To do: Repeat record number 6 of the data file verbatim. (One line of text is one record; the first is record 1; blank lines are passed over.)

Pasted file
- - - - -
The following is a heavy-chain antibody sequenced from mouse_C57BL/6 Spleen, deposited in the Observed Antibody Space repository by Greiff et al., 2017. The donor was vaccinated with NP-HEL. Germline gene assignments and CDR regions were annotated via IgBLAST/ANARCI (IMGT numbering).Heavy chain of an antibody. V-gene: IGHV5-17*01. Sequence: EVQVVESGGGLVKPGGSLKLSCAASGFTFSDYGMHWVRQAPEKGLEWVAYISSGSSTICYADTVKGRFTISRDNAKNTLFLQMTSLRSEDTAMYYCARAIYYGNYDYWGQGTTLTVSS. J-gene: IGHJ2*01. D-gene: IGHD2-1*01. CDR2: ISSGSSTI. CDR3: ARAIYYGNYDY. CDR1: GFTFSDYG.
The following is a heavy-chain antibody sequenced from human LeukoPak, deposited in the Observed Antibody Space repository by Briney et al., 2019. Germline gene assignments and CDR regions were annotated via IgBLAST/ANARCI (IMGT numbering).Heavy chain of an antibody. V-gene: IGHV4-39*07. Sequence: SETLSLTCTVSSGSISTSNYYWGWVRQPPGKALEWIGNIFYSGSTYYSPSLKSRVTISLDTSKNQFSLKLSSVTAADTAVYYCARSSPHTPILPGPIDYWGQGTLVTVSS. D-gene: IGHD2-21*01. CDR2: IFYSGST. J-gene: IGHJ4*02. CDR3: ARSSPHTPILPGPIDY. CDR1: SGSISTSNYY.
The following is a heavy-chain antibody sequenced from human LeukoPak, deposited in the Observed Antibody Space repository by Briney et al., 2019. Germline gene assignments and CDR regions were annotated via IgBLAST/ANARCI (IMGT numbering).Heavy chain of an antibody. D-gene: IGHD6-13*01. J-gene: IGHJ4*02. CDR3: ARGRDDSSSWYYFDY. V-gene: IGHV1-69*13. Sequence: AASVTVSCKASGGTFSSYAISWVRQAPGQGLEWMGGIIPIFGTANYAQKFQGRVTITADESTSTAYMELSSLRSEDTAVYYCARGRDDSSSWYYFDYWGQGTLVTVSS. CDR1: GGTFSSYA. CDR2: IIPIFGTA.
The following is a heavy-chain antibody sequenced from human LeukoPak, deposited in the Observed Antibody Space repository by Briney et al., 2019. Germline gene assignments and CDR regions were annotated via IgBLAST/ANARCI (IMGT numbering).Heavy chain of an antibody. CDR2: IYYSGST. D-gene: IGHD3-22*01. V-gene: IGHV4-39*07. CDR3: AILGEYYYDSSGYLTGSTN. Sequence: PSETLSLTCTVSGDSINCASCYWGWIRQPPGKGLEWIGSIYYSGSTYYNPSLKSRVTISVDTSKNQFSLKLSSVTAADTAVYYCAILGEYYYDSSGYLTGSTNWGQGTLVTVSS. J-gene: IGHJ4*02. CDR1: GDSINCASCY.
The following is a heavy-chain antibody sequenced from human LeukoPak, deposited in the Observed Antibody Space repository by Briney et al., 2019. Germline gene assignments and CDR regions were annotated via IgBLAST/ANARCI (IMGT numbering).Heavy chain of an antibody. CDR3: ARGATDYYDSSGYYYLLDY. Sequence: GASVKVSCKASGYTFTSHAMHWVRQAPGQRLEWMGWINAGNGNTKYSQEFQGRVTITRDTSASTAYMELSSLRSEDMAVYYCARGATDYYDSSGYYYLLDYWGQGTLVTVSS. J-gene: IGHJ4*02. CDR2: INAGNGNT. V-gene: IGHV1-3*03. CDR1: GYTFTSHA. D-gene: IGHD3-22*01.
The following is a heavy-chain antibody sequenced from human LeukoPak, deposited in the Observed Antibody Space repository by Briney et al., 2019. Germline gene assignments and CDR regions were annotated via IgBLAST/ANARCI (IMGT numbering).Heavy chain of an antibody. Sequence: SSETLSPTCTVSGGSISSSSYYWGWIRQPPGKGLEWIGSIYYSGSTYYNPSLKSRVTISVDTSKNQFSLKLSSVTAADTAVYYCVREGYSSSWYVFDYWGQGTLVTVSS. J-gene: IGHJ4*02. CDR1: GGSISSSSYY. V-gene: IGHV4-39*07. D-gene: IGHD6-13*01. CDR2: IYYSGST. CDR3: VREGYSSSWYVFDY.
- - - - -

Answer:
The following is a heavy-chain antibody sequenced from human LeukoPak, deposited in the Observed Antibody Space repository by Briney et al., 2019. Germline gene assignments and CDR regions were annotated via IgBLAST/ANARCI (IMGT numbering).Heavy chain of an antibody. Sequence: SSETLSPTCTVSGGSISSSSYYWGWIRQPPGKGLEWIGSIYYSGSTYYNPSLKSRVTISVDTSKNQFSLKLSSVTAADTAVYYCVREGYSSSWYVFDYWGQGTLVTVSS. J-gene: IGHJ4*02. CDR1: GGSISSSSYY. V-gene: IGHV4-39*07. D-gene: IGHD6-13*01. CDR2: IYYSGST. CDR3: VREGYSSSWYVFDY.